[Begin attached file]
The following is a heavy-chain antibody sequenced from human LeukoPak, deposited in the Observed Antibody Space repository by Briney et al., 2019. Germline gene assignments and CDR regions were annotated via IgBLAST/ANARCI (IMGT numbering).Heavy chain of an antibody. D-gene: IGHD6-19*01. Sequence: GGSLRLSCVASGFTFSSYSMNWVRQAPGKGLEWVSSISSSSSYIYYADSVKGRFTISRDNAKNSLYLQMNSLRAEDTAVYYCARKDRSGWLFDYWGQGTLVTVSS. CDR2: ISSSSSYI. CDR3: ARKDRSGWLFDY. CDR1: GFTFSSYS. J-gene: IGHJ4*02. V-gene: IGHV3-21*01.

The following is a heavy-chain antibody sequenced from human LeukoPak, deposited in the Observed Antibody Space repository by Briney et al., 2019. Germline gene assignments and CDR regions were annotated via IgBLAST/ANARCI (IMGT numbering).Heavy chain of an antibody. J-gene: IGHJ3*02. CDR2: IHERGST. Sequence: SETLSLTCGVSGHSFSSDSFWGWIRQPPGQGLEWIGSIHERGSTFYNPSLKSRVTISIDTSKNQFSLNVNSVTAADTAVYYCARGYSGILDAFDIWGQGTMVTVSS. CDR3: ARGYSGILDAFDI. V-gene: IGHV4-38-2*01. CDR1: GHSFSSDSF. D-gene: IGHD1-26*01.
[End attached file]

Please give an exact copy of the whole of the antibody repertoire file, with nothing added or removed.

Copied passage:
The following is a heavy-chain antibody sequenced from human LeukoPak, deposited in the Observed Antibody Space repository by Briney et al., 2019. Germline gene assignments and CDR regions were annotated via IgBLAST/ANARCI (IMGT numbering).Heavy chain of an antibody. D-gene: IGHD6-19*01. Sequence: GGSLRLSCVASGFTFSSYSMNWVRQAPGKGLEWVSSISSSSSYIYYADSVKGRFTISRDNAKNSLYLQMNSLRAEDTAVYYCARKDRSGWLFDYWGQGTLVTVSS. CDR2: ISSSSSYI. CDR3: ARKDRSGWLFDY. CDR1: GFTFSSYS. J-gene: IGHJ4*02. V-gene: IGHV3-21*01.

The following is a heavy-chain antibody sequenced from human LeukoPak, deposited in the Observed Antibody Space repository by Briney et al., 2019. Germline gene assignments and CDR regions were annotated via IgBLAST/ANARCI (IMGT numbering).Heavy chain of an antibody. J-gene: IGHJ3*02. CDR2: IHERGST. Sequence: SETLSLTCGVSGHSFSSDSFWGWIRQPPGQGLEWIGSIHERGSTFYNPSLKSRVTISIDTSKNQFSLNVNSVTAADTAVYYCARGYSGILDAFDIWGQGTMVTVSS. CDR3: ARGYSGILDAFDI. V-gene: IGHV4-38-2*01. CDR1: GHSFSSDSF. D-gene: IGHD1-26*01.